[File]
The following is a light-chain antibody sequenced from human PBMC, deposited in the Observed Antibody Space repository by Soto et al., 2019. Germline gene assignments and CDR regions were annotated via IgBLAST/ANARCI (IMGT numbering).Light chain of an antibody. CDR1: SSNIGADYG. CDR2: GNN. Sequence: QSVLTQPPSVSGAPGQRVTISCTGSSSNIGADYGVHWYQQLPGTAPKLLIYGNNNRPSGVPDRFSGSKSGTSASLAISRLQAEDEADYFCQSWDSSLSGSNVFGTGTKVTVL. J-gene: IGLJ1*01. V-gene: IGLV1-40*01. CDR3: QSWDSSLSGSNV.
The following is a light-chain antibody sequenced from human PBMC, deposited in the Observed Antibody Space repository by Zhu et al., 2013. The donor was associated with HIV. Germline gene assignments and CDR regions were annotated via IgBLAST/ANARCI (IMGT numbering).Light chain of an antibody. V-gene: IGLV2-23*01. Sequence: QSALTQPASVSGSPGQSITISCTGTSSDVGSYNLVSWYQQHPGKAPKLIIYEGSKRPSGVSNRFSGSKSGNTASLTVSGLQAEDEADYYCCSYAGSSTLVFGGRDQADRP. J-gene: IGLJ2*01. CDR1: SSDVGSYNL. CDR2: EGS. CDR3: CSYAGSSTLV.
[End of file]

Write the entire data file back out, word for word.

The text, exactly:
The following is a light-chain antibody sequenced from human PBMC, deposited in the Observed Antibody Space repository by Soto et al., 2019. Germline gene assignments and CDR regions were annotated via IgBLAST/ANARCI (IMGT numbering).Light chain of an antibody. CDR1: SSNIGADYG. CDR2: GNN. Sequence: QSVLTQPPSVSGAPGQRVTISCTGSSSNIGADYGVHWYQQLPGTAPKLLIYGNNNRPSGVPDRFSGSKSGTSASLAISRLQAEDEADYFCQSWDSSLSGSNVFGTGTKVTVL. J-gene: IGLJ1*01. V-gene: IGLV1-40*01. CDR3: QSWDSSLSGSNV.
The following is a light-chain antibody sequenced from human PBMC, deposited in the Observed Antibody Space repository by Zhu et al., 2013. The donor was associated with HIV. Germline gene assignments and CDR regions were annotated via IgBLAST/ANARCI (IMGT numbering).Light chain of an antibody. V-gene: IGLV2-23*01. Sequence: QSALTQPASVSGSPGQSITISCTGTSSDVGSYNLVSWYQQHPGKAPKLIIYEGSKRPSGVSNRFSGSKSGNTASLTVSGLQAEDEADYYCCSYAGSSTLVFGGRDQADRP. J-gene: IGLJ2*01. CDR1: SSDVGSYNL. CDR2: EGS. CDR3: CSYAGSSTLV.